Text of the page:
Expert Comment: The Sun on Sunday launchesWednesday 25 April 2012
Paddy Hoey, Lecturer in Journalism and Communication at Liverpool Hope University
The Sun on Sunday will be the News of the World, with a slimmed down staff, a more dynamic website and will focus on the same salacious, scabrous journalism which made the latter such a successful paper.
Critics pointed to the fact that closing the NotW would see two million or so readers left without a paper, something the beleaguered industry didn’t need at its most critical of crises. But, looking closer, a few keen-eyed insiders have noted that rather than losing 2m readers from the Sunday sales figures, we had lost the people who took the ‘Screws’ as their second paper, in many cases, their guilty Sunday morning pleasure.
The Sun on Sunday fills that void perfectly for a number of reasons. Firstly, the NotW had become associated with the worst excesses of the British tabloid market, in a way that its sister paper The Sun hadn’t (despite some evidence that it was as culpable). The Fake Sheik exposés and intrusion had been tolerated to a point, but were stretching the boundaries of acceptability with every edition that appeared.
The phone hacking scandal, so prominent and dripping with public and political ire, had finally broken the invincibility of the Screws, regardless of bullish sales figures. The hacking of war heroes and a dead teenager’s phone had made the brand toxic and Rupert Murdoch, ever vigilant and opportunistic, shut it down.
It was an open secret that The Sun on Sunday was in the offing already. Key editorial and design staff had been secreted away in Wapping producing dummy copies. With a spare print slot on the vast Wapping presses and staff ready and able to step into the breach it was a no brainer that TSOS was destined to appear.
New Media people like to bash Rupert Murdoch for being myopic and an anachronism, as someone too focused on old media platforms like newspapers and satellite TV, but underestimate him at your peril. It’s not an accident he was rightly described as ‘the last of the tycoons’ by Time magazine.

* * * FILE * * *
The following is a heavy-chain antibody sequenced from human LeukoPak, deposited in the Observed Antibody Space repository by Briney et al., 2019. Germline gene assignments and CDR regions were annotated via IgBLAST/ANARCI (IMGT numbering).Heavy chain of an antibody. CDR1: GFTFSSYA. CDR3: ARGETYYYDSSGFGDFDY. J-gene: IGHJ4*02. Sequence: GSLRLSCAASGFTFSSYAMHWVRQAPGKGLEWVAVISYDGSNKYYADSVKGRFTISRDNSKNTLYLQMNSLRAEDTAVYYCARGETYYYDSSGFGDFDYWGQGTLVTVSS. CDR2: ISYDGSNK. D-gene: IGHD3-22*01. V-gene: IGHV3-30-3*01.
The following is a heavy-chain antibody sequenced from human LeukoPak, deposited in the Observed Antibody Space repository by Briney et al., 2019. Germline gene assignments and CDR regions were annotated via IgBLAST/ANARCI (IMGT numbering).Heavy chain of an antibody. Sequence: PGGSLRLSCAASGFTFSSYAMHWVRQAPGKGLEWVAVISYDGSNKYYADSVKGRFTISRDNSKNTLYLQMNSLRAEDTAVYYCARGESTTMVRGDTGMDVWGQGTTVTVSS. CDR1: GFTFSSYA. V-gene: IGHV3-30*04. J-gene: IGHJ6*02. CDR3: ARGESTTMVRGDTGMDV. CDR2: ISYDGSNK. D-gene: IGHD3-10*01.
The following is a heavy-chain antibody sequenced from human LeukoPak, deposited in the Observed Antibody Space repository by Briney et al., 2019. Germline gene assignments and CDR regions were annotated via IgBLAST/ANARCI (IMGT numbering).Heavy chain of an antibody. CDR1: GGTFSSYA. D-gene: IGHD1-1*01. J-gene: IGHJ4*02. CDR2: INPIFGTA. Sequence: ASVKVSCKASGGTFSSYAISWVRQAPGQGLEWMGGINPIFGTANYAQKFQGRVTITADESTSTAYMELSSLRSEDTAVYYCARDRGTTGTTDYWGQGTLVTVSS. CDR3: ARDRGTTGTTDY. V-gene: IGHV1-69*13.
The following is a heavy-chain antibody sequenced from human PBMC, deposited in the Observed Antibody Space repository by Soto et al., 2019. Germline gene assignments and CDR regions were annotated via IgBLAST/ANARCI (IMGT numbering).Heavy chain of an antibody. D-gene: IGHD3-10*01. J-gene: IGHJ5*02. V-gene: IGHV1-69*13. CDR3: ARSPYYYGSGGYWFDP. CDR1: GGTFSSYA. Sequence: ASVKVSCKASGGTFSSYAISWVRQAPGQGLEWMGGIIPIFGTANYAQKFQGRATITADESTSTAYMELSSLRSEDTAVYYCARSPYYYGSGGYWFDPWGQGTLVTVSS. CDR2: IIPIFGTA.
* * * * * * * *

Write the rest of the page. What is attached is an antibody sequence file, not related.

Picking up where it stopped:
Personally, he’s very taken with tablet computers like the iPad and as a recent convert to Twitter, he has grudgingly, perhaps, got with the new dynamics of the social media age. But one thing he has always understood is platforms. Just as the profits of The Sun in the 80s and 90s funded the opening of Sky and BSkyB, he saw the relevance of owning a multi-platform media company to promote his products.
Sales of newspapers may be diminishing, but traffic to their websites and online portals has been flourishing. A new expanded Sun, with a seven-day operation, will play a key part in the promotion of his sporting crown jewels, in Britain at least. Imagine Premiership football without journalists setting the agenda? It’s inconceivable. With all that access providing online content, all those journalists appearing on myriad other media outlets, it is the perfect platform to provide exposure for his most valued product in Britain – coverage of the Premiership.
Murdoch will also have noted what the Daily Mail has done with its successful mix of the paper’s physical content and online global celebrity content that has seen monthly page views exceeding 30 million readers. That kind of traffic really drives profile and ad revenue.
The great paradox of many of us critical of Murdoch’s influence on the standards of traditional British journalism is that he’s one of the last men standing investing in it. To quote the great American comedian Bill Hicks, ‘politics makes for strange bedfellows.’